Yep, close shave time back in 1970/1971.
At the time I was applying for universities, I got precious close to accepting an offer from Bangor, in North Wales. It was an entertaining interview, with the interviewer throwing some curveballs, including ‘How many species of earthworm are there in Britain?’
‘Over 20 I think, though I can only name Lumbricus terrestris and Allolobophora longa.’
‘Your biology teacher is Welsh, I’d guess. Biology teachers from Wales are big on worms. What other offers have you had?’
‘University of East Anglia offered me three C grades, without an interview.’
‘Oh well, let’s make it a fight, shall we? Three Cs and you’re in here. Your choice then, isn’t it?’
I’m glad I opted for UEA, or I’d have ended up in Bangor, and that was where Susan ended up. After the debacle in March 1971, ending up in the same university town might have been disastrous. I’d probably have had to apply for a transfer to another university.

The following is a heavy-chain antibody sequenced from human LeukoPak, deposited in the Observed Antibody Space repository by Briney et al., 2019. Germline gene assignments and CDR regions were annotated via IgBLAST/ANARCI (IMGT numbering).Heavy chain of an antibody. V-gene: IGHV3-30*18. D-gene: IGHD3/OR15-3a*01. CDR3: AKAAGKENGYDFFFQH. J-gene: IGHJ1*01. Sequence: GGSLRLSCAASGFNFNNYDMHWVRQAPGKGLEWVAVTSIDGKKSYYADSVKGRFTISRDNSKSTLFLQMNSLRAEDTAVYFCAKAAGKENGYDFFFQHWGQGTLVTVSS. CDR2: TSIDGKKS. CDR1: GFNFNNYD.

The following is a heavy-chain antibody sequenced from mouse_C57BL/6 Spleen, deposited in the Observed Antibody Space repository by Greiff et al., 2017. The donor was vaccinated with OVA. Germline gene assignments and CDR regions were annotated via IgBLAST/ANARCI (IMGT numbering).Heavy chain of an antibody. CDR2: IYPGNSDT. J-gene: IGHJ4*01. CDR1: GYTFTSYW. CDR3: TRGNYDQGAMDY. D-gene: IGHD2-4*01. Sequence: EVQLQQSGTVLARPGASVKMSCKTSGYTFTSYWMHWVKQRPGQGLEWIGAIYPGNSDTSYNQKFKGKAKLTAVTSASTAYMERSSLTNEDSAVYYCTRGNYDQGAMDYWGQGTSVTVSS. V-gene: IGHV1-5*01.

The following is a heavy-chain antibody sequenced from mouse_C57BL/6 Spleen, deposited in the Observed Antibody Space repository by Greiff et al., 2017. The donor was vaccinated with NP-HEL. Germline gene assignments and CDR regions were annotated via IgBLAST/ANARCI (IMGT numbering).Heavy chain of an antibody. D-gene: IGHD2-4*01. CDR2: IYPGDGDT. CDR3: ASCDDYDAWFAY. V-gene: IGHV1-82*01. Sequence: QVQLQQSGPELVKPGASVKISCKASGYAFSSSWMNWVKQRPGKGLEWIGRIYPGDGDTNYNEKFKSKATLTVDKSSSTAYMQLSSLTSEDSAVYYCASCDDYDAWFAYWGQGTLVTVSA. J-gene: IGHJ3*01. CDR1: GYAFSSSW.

As it happened I had a backup plan anyway. Aberystwyth were plainly eager to get me on the student roster, and offered me two Es. This is about as low as it got*. But there was still the problem of proximity to Bangor, a mere 80 odd miles away. That might have been a terrible temptation with Susan being there, mightn’t it?
I got into UEA. I didn’t get three Cs, but my A, two Bs, and an E, plus Grade One Use of English, swung it OK. I loved Norwich, too, though I’d liked Aberystwyth, and Bangor too, for that matter.
I still think Bangor would have been a catastrophe. Not only because you couldn’t get a beer there on a Sunday. Presbyterians, eh? I’d likely have wanted to do some pretty serious drinking being so close to Susan.
Also, at UEA, I made a pretty sharp turn in my choice of courses, influenced by some truly memorably inspirational faculty and lecturers. And I didn’t have to learn about earthworms, so that was a plus too.
*Nowadays universities are so keen to get students they have ‘unconditional’ offers, which as far as I can tell mean you just turn up at Freshers’ Week with a big loan (and huge amount of subsequent debt). That seems to be how it works.